She is the recipient of the 2015 Brückepreis, the 20th edition of the award granted by the "Europa-City Zgorzelec/Görlitz". The prize is a joint undertaking of the German and Polish border twin cities aimed at advancing mutual, regional and European peace, understanding and cooperation among people of different nationalities, cultures and viewpoints. Particularly appreciated by the jury was Tokarczuk's creation of literary bridges connecting people, generations and cultures, especially residents of the border territories of Poland, Germany and the Czech Republic, who have had often different existential and historical experiences. Also stressed was Tokarczuk's "rediscovery" and elucidation of the complex multinational and multicultural past of the Lower Silesia region, an area of great political conflicts. Attending the award ceremony in Görlitz, Tokarczuk was impressed by the positive and pragmatic attitude demonstrated by the mayor of the German town in regard to the current refugee and migrant crisis, which she contrasted with the ideological uproar surrounding the issue in Poland. [57] [48] [58] [59]

For The Books of Jacob, Tokarczuk was awarded the 2016 Kulturhuset Stadsteatern International Literary Prize in Stockholm. [60] The French translation of the novel was recognized as the 2018 "Best European novel" by France's cultural magazine Transfuge. It also won the 2018 Swiss Jan Michalski Prize, and the 2019 French Prix Laure Bataillon for the best foreign-language book translated in the previous year. [39] [61]

In 2018, Flights (English translation by Jennifer Croft) was awarded the Man Booker International Prize. [3] [62]

A year later, Drive Your Plow Over the Bones of the Dead (translation by Antonia Lloyd-Jones) was shortlisted for the 2019 Man Booker International Prize. [63]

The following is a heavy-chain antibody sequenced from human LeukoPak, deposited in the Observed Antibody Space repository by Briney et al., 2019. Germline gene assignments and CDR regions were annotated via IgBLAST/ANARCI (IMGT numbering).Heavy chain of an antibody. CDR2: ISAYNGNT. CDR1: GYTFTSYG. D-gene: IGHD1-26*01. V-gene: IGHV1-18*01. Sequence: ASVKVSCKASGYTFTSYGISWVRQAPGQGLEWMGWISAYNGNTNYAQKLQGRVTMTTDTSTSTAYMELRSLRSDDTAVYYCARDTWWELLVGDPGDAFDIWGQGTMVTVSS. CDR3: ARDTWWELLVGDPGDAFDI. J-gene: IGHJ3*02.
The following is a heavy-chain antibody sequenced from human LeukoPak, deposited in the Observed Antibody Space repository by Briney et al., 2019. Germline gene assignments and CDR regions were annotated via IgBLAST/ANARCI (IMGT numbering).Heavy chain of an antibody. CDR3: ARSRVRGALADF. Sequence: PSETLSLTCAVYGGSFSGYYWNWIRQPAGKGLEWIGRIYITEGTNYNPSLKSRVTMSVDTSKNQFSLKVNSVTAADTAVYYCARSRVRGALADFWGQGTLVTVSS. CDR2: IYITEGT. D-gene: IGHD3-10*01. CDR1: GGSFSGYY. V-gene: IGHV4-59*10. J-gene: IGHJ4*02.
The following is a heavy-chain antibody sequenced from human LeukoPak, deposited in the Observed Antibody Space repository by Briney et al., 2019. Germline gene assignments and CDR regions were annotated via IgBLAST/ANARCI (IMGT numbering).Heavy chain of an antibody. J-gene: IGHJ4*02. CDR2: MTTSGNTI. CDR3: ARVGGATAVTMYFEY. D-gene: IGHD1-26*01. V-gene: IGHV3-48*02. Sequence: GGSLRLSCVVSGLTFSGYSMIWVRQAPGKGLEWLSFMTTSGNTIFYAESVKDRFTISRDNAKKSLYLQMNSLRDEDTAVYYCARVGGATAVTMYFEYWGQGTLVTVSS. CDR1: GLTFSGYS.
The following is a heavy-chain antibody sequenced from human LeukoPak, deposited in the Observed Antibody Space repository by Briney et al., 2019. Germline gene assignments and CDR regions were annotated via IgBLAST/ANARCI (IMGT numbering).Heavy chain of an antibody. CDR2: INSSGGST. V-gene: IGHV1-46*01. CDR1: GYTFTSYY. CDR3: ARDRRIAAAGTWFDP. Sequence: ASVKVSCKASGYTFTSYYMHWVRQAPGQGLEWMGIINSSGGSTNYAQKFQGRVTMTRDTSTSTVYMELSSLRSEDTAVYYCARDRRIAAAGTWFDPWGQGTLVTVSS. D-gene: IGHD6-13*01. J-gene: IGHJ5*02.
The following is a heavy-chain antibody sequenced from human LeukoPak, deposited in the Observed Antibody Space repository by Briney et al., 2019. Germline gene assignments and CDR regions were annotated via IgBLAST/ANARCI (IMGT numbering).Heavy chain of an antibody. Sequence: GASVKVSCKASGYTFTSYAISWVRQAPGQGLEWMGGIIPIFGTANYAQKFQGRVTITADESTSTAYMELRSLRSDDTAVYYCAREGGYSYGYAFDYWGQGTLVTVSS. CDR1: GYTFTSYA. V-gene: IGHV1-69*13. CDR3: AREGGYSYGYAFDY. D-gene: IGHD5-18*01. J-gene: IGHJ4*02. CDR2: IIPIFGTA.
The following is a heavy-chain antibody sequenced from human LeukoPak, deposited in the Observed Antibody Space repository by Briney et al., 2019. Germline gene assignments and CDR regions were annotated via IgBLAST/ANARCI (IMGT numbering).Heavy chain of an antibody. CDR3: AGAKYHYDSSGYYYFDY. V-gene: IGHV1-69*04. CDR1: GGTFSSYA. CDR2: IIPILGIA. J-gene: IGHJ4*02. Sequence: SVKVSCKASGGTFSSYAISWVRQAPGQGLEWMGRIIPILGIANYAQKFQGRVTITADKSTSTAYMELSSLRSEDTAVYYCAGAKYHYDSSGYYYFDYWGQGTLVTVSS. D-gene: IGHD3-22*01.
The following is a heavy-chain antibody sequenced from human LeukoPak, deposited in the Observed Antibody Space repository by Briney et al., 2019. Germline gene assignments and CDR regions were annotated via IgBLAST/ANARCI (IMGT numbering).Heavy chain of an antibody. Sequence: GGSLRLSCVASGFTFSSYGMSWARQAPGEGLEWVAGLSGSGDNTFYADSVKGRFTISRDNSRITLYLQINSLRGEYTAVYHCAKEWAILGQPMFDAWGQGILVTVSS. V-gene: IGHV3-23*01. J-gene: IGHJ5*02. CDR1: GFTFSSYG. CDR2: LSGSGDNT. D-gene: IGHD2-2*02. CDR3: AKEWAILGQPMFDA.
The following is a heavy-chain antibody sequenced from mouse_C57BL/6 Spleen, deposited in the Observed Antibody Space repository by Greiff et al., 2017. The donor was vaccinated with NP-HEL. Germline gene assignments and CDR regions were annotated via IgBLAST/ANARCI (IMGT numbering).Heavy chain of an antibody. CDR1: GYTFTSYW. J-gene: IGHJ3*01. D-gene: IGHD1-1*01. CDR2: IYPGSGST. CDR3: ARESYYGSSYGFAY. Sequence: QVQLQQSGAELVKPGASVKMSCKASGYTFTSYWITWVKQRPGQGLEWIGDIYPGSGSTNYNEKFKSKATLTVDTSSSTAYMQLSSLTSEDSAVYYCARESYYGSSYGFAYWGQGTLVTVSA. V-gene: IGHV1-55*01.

Olga Tokarczuk was awarded the 2018 Nobel Prize for Literature in 2019 for "a narrative imagination that with encyclopedic passion represents the crossing of boundaries as a form of life" and delivered the Nobel Lecture, The Tender Narrator, on 7 December of that year. [64] The 2018 award had been postponed due to controversy within the Nobel committee. [65] [66] [11] [67]

In 2020, she received the title of an Honorary Citizen of Warsaw as a recognition of her literary achievements. [68]

In 2021, Tokarczuk received the titles of a Doctor Honoris Causa from the University of Warsaw, University of Wrocław, and then from the Kraków's Jagiellonian University. [69] [70] [71] She also became Honorary Citizen of Kraków, which was the second, or maybe even the first, Poland's official capital. [72]

She was elected a Royal Society of Literature International Writer in November 2021. [73]

In March 2022, The Books of Jacob (translated by Jennifer Croft) was longlisted for the 2022 Man Booker International Prize, [74] subsequently being shortlisted in April. [75]

Publications

English translations

Bibliography

Novels

Short story collections

Poetry

Nonfiction

Children's

See also

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Further reading